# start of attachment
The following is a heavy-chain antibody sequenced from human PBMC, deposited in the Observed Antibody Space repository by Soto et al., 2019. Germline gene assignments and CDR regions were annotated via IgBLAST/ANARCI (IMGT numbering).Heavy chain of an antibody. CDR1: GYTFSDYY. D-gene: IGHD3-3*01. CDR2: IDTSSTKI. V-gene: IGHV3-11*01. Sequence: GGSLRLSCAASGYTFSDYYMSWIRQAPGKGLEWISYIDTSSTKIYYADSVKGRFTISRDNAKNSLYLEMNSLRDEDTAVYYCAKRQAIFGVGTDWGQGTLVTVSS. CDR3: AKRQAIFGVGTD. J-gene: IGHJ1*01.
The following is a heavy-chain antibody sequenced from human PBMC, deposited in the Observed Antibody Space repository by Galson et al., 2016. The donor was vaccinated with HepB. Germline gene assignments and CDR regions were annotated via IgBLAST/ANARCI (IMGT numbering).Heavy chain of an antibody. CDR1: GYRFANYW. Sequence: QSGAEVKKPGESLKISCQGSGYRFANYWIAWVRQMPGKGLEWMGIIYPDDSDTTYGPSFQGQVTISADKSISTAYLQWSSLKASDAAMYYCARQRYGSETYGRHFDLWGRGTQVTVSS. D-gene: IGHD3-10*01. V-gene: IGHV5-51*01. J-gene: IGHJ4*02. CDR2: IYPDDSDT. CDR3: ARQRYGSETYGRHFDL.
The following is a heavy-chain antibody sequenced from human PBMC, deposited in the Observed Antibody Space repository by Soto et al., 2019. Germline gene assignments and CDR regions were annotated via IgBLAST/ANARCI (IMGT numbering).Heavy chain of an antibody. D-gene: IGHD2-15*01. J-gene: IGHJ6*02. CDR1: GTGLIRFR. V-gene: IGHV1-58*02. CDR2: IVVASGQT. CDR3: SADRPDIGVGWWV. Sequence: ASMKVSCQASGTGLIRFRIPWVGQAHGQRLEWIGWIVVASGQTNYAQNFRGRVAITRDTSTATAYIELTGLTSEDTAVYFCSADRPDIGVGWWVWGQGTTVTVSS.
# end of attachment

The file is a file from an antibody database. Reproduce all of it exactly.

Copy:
The following is a heavy-chain antibody sequenced from human PBMC, deposited in the Observed Antibody Space repository by Soto et al., 2019. Germline gene assignments and CDR regions were annotated via IgBLAST/ANARCI (IMGT numbering).Heavy chain of an antibody. CDR1: GYTFSDYY. D-gene: IGHD3-3*01. CDR2: IDTSSTKI. V-gene: IGHV3-11*01. Sequence: GGSLRLSCAASGYTFSDYYMSWIRQAPGKGLEWISYIDTSSTKIYYADSVKGRFTISRDNAKNSLYLEMNSLRDEDTAVYYCAKRQAIFGVGTDWGQGTLVTVSS. CDR3: AKRQAIFGVGTD. J-gene: IGHJ1*01.
The following is a heavy-chain antibody sequenced from human PBMC, deposited in the Observed Antibody Space repository by Galson et al., 2016. The donor was vaccinated with HepB. Germline gene assignments and CDR regions were annotated via IgBLAST/ANARCI (IMGT numbering).Heavy chain of an antibody. CDR1: GYRFANYW. Sequence: QSGAEVKKPGESLKISCQGSGYRFANYWIAWVRQMPGKGLEWMGIIYPDDSDTTYGPSFQGQVTISADKSISTAYLQWSSLKASDAAMYYCARQRYGSETYGRHFDLWGRGTQVTVSS. D-gene: IGHD3-10*01. V-gene: IGHV5-51*01. J-gene: IGHJ4*02. CDR2: IYPDDSDT. CDR3: ARQRYGSETYGRHFDL.
The following is a heavy-chain antibody sequenced from human PBMC, deposited in the Observed Antibody Space repository by Soto et al., 2019. Germline gene assignments and CDR regions were annotated via IgBLAST/ANARCI (IMGT numbering).Heavy chain of an antibody. D-gene: IGHD2-15*01. J-gene: IGHJ6*02. CDR1: GTGLIRFR. V-gene: IGHV1-58*02. CDR2: IVVASGQT. CDR3: SADRPDIGVGWWV. Sequence: ASMKVSCQASGTGLIRFRIPWVGQAHGQRLEWIGWIVVASGQTNYAQNFRGRVAITRDTSTATAYIELTGLTSEDTAVYFCSADRPDIGVGWWVWGQGTTVTVSS.